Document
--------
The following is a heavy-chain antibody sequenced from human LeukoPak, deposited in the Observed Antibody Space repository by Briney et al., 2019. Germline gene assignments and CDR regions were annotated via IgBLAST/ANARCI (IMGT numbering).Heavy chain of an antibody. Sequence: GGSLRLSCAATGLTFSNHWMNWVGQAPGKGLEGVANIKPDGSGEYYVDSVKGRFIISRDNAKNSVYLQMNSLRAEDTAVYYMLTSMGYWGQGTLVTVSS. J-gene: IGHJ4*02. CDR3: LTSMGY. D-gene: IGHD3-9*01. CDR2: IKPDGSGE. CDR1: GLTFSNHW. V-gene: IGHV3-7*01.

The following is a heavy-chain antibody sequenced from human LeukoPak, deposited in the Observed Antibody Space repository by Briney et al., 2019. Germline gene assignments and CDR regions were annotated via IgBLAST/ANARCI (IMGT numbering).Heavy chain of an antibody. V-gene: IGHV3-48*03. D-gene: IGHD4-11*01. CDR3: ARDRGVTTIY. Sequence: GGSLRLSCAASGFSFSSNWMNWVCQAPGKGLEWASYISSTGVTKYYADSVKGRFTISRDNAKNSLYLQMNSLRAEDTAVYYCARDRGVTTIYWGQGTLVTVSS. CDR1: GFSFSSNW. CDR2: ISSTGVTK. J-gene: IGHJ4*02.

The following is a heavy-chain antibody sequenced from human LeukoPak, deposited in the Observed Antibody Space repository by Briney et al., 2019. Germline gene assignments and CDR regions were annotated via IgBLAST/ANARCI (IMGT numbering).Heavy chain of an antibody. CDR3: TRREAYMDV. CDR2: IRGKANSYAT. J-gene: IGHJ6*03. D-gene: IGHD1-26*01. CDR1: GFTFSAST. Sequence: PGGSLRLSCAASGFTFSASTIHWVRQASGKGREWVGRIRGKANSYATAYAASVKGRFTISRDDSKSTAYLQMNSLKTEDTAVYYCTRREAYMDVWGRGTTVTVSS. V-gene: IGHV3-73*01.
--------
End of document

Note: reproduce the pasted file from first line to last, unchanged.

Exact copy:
The following is a heavy-chain antibody sequenced from human LeukoPak, deposited in the Observed Antibody Space repository by Briney et al., 2019. Germline gene assignments and CDR regions were annotated via IgBLAST/ANARCI (IMGT numbering).Heavy chain of an antibody. Sequence: GGSLRLSCAATGLTFSNHWMNWVGQAPGKGLEGVANIKPDGSGEYYVDSVKGRFIISRDNAKNSVYLQMNSLRAEDTAVYYMLTSMGYWGQGTLVTVSS. J-gene: IGHJ4*02. CDR3: LTSMGY. D-gene: IGHD3-9*01. CDR2: IKPDGSGE. CDR1: GLTFSNHW. V-gene: IGHV3-7*01.

The following is a heavy-chain antibody sequenced from human LeukoPak, deposited in the Observed Antibody Space repository by Briney et al., 2019. Germline gene assignments and CDR regions were annotated via IgBLAST/ANARCI (IMGT numbering).Heavy chain of an antibody. V-gene: IGHV3-48*03. D-gene: IGHD4-11*01. CDR3: ARDRGVTTIY. Sequence: GGSLRLSCAASGFSFSSNWMNWVCQAPGKGLEWASYISSTGVTKYYADSVKGRFTISRDNAKNSLYLQMNSLRAEDTAVYYCARDRGVTTIYWGQGTLVTVSS. CDR1: GFSFSSNW. CDR2: ISSTGVTK. J-gene: IGHJ4*02.

The following is a heavy-chain antibody sequenced from human LeukoPak, deposited in the Observed Antibody Space repository by Briney et al., 2019. Germline gene assignments and CDR regions were annotated via IgBLAST/ANARCI (IMGT numbering).Heavy chain of an antibody. CDR3: TRREAYMDV. CDR2: IRGKANSYAT. J-gene: IGHJ6*03. D-gene: IGHD1-26*01. CDR1: GFTFSAST. Sequence: PGGSLRLSCAASGFTFSASTIHWVRQASGKGREWVGRIRGKANSYATAYAASVKGRFTISRDDSKSTAYLQMNSLKTEDTAVYYCTRREAYMDVWGRGTTVTVSS. V-gene: IGHV3-73*01.